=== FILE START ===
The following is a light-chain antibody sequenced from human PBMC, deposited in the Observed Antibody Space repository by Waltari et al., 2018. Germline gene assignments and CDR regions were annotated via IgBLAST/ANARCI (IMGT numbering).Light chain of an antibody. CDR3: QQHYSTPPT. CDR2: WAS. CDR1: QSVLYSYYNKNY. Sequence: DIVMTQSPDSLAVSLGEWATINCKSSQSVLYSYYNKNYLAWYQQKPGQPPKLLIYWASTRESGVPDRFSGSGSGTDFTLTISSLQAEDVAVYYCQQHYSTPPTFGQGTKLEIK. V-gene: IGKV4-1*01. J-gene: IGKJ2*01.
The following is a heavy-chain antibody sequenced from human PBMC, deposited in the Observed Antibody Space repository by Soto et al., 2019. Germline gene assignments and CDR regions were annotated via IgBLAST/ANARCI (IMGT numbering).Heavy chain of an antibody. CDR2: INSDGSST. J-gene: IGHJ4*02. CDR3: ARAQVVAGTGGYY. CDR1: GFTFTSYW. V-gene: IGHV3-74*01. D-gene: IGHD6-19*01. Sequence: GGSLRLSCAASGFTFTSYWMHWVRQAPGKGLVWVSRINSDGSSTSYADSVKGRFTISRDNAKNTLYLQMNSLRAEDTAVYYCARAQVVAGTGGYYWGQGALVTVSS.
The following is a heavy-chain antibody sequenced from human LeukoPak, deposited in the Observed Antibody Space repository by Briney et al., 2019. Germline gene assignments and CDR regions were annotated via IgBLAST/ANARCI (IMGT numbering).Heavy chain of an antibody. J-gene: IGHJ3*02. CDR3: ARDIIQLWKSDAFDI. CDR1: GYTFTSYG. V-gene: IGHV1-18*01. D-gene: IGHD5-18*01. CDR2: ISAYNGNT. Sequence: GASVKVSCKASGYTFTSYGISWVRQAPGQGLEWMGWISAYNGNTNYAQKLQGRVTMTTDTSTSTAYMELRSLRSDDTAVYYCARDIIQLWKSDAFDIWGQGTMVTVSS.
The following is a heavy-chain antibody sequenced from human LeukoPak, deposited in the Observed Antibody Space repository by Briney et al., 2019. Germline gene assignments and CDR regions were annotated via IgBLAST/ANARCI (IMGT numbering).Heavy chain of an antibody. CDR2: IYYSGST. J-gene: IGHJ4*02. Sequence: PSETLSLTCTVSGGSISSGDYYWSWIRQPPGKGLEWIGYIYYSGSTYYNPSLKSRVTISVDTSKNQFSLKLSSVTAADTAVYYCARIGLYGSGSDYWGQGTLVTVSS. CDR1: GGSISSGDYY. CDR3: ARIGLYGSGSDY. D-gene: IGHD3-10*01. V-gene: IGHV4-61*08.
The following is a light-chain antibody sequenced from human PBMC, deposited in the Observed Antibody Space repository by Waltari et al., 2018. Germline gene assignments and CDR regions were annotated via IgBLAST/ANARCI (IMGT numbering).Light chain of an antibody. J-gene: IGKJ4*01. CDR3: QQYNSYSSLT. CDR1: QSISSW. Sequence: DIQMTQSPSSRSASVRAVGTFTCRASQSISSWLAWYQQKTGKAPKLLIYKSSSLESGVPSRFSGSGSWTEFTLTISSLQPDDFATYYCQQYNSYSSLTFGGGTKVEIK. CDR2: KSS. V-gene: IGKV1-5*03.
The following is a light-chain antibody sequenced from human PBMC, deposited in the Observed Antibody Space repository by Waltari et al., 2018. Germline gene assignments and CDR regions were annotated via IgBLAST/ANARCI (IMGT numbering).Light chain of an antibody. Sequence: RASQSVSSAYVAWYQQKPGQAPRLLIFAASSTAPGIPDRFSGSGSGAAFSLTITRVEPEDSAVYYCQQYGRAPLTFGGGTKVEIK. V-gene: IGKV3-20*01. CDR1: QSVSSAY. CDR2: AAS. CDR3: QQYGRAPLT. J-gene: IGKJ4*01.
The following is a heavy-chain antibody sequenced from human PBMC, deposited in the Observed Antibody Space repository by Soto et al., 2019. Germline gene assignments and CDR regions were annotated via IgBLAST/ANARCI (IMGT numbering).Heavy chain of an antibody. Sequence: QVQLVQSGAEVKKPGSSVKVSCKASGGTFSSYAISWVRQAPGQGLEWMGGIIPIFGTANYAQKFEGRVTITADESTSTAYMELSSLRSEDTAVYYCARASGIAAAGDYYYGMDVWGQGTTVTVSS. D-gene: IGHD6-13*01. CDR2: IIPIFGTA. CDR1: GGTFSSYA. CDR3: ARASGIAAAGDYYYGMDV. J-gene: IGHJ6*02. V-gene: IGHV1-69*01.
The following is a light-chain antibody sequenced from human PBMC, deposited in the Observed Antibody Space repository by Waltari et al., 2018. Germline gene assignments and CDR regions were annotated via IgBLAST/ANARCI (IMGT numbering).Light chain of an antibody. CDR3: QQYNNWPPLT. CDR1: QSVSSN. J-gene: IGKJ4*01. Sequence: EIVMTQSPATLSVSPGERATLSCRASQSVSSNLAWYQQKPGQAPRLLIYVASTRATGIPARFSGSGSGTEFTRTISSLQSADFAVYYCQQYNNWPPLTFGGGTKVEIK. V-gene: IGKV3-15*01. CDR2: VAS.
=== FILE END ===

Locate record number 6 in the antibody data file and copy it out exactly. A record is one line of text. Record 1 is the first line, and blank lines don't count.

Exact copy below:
The following is a light-chain antibody sequenced from human PBMC, deposited in the Observed Antibody Space repository by Waltari et al., 2018. Germline gene assignments and CDR regions were annotated via IgBLAST/ANARCI (IMGT numbering).Light chain of an antibody. Sequence: RASQSVSSAYVAWYQQKPGQAPRLLIFAASSTAPGIPDRFSGSGSGAAFSLTITRVEPEDSAVYYCQQYGRAPLTFGGGTKVEIK. V-gene: IGKV3-20*01. CDR1: QSVSSAY. CDR2: AAS. CDR3: QQYGRAPLT. J-gene: IGKJ4*01.